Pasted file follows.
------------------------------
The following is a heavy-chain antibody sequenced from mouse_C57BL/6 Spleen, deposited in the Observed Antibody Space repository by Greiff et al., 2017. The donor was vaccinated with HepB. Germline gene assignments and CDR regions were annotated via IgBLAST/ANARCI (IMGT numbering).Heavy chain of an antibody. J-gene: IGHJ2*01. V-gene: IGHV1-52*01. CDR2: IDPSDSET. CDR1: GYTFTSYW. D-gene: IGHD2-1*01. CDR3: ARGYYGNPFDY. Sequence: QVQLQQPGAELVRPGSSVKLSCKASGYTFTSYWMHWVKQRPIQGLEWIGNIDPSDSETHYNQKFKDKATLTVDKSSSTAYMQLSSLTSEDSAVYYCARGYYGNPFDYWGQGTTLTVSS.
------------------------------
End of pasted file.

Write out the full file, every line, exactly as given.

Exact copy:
The following is a heavy-chain antibody sequenced from mouse_C57BL/6 Spleen, deposited in the Observed Antibody Space repository by Greiff et al., 2017. The donor was vaccinated with HepB. Germline gene assignments and CDR regions were annotated via IgBLAST/ANARCI (IMGT numbering).Heavy chain of an antibody. J-gene: IGHJ2*01. V-gene: IGHV1-52*01. CDR2: IDPSDSET. CDR1: GYTFTSYW. D-gene: IGHD2-1*01. CDR3: ARGYYGNPFDY. Sequence: QVQLQQPGAELVRPGSSVKLSCKASGYTFTSYWMHWVKQRPIQGLEWIGNIDPSDSETHYNQKFKDKATLTVDKSSSTAYMQLSSLTSEDSAVYYCARGYYGNPFDYWGQGTTLTVSS.